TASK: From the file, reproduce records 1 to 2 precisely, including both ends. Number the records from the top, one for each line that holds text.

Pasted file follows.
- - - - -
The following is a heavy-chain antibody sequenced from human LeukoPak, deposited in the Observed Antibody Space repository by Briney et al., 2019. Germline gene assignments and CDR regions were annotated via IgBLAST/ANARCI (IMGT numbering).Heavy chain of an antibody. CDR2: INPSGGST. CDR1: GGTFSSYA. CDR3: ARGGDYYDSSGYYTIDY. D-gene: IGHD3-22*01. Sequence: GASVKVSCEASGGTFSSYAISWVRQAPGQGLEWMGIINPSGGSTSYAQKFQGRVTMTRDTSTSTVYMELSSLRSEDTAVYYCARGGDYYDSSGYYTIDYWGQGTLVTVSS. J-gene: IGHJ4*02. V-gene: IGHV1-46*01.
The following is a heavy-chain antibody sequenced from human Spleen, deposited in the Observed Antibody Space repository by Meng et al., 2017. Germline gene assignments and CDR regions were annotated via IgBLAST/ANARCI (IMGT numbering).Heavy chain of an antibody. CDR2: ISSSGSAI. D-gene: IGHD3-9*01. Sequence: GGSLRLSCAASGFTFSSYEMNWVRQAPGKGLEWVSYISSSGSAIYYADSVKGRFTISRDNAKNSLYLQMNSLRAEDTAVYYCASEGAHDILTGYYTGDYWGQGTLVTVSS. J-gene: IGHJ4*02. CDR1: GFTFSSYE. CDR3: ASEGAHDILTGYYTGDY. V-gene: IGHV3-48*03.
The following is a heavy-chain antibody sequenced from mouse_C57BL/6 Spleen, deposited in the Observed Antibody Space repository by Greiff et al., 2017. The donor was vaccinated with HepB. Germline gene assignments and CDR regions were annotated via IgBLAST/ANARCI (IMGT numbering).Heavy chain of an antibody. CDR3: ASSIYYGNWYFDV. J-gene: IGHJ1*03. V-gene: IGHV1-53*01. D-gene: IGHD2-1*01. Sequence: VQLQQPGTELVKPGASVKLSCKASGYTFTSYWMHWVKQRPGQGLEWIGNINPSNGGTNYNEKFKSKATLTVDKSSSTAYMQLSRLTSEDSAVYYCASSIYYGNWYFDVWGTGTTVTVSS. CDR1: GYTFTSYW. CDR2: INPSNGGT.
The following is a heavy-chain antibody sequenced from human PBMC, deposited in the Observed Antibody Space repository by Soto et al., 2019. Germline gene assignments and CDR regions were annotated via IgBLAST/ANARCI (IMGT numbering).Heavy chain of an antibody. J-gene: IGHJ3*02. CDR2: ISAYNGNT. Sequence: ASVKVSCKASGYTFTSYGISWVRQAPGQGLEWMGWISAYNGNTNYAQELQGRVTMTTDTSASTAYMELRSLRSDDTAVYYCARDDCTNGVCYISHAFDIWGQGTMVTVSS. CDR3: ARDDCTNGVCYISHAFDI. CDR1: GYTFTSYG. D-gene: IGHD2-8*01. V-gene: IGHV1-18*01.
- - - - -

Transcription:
The following is a heavy-chain antibody sequenced from human LeukoPak, deposited in the Observed Antibody Space repository by Briney et al., 2019. Germline gene assignments and CDR regions were annotated via IgBLAST/ANARCI (IMGT numbering).Heavy chain of an antibody. CDR2: INPSGGST. CDR1: GGTFSSYA. CDR3: ARGGDYYDSSGYYTIDY. D-gene: IGHD3-22*01. Sequence: GASVKVSCEASGGTFSSYAISWVRQAPGQGLEWMGIINPSGGSTSYAQKFQGRVTMTRDTSTSTVYMELSSLRSEDTAVYYCARGGDYYDSSGYYTIDYWGQGTLVTVSS. J-gene: IGHJ4*02. V-gene: IGHV1-46*01.
The following is a heavy-chain antibody sequenced from human Spleen, deposited in the Observed Antibody Space repository by Meng et al., 2017. Germline gene assignments and CDR regions were annotated via IgBLAST/ANARCI (IMGT numbering).Heavy chain of an antibody. CDR2: ISSSGSAI. D-gene: IGHD3-9*01. Sequence: GGSLRLSCAASGFTFSSYEMNWVRQAPGKGLEWVSYISSSGSAIYYADSVKGRFTISRDNAKNSLYLQMNSLRAEDTAVYYCASEGAHDILTGYYTGDYWGQGTLVTVSS. J-gene: IGHJ4*02. CDR1: GFTFSSYE. CDR3: ASEGAHDILTGYYTGDY. V-gene: IGHV3-48*03.